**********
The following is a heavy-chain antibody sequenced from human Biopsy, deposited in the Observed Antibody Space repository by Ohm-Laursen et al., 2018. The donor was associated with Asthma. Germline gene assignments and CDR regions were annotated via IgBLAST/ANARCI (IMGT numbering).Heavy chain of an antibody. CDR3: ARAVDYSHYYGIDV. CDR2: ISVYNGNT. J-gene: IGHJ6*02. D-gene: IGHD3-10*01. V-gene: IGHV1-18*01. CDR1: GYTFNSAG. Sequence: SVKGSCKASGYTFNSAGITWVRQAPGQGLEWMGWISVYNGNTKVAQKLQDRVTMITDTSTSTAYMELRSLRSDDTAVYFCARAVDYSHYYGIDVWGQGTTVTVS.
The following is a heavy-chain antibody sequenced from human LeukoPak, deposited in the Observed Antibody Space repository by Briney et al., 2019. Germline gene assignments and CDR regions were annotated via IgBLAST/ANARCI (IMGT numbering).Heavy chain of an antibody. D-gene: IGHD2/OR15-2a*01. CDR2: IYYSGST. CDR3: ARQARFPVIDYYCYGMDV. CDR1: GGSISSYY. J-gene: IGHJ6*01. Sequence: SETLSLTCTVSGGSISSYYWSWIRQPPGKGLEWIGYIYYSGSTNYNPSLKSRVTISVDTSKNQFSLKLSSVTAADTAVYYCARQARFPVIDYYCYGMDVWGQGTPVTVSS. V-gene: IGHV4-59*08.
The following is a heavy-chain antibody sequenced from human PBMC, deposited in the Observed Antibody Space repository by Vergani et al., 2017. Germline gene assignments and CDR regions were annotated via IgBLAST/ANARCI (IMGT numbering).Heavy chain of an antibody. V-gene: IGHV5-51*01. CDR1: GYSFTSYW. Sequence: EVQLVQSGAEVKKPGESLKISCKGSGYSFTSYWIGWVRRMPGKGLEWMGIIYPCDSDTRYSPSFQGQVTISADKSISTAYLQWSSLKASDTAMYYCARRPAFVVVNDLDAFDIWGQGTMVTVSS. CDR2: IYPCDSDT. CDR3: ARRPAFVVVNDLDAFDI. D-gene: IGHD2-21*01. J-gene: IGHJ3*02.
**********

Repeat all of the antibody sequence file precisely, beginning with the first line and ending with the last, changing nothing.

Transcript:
The following is a heavy-chain antibody sequenced from human Biopsy, deposited in the Observed Antibody Space repository by Ohm-Laursen et al., 2018. The donor was associated with Asthma. Germline gene assignments and CDR regions were annotated via IgBLAST/ANARCI (IMGT numbering).Heavy chain of an antibody. CDR3: ARAVDYSHYYGIDV. CDR2: ISVYNGNT. J-gene: IGHJ6*02. D-gene: IGHD3-10*01. V-gene: IGHV1-18*01. CDR1: GYTFNSAG. Sequence: SVKGSCKASGYTFNSAGITWVRQAPGQGLEWMGWISVYNGNTKVAQKLQDRVTMITDTSTSTAYMELRSLRSDDTAVYFCARAVDYSHYYGIDVWGQGTTVTVS.
The following is a heavy-chain antibody sequenced from human LeukoPak, deposited in the Observed Antibody Space repository by Briney et al., 2019. Germline gene assignments and CDR regions were annotated via IgBLAST/ANARCI (IMGT numbering).Heavy chain of an antibody. D-gene: IGHD2/OR15-2a*01. CDR2: IYYSGST. CDR3: ARQARFPVIDYYCYGMDV. CDR1: GGSISSYY. J-gene: IGHJ6*01. Sequence: SETLSLTCTVSGGSISSYYWSWIRQPPGKGLEWIGYIYYSGSTNYNPSLKSRVTISVDTSKNQFSLKLSSVTAADTAVYYCARQARFPVIDYYCYGMDVWGQGTPVTVSS. V-gene: IGHV4-59*08.
The following is a heavy-chain antibody sequenced from human PBMC, deposited in the Observed Antibody Space repository by Vergani et al., 2017. Germline gene assignments and CDR regions were annotated via IgBLAST/ANARCI (IMGT numbering).Heavy chain of an antibody. V-gene: IGHV5-51*01. CDR1: GYSFTSYW. Sequence: EVQLVQSGAEVKKPGESLKISCKGSGYSFTSYWIGWVRRMPGKGLEWMGIIYPCDSDTRYSPSFQGQVTISADKSISTAYLQWSSLKASDTAMYYCARRPAFVVVNDLDAFDIWGQGTMVTVSS. CDR2: IYPCDSDT. CDR3: ARRPAFVVVNDLDAFDI. D-gene: IGHD2-21*01. J-gene: IGHJ3*02.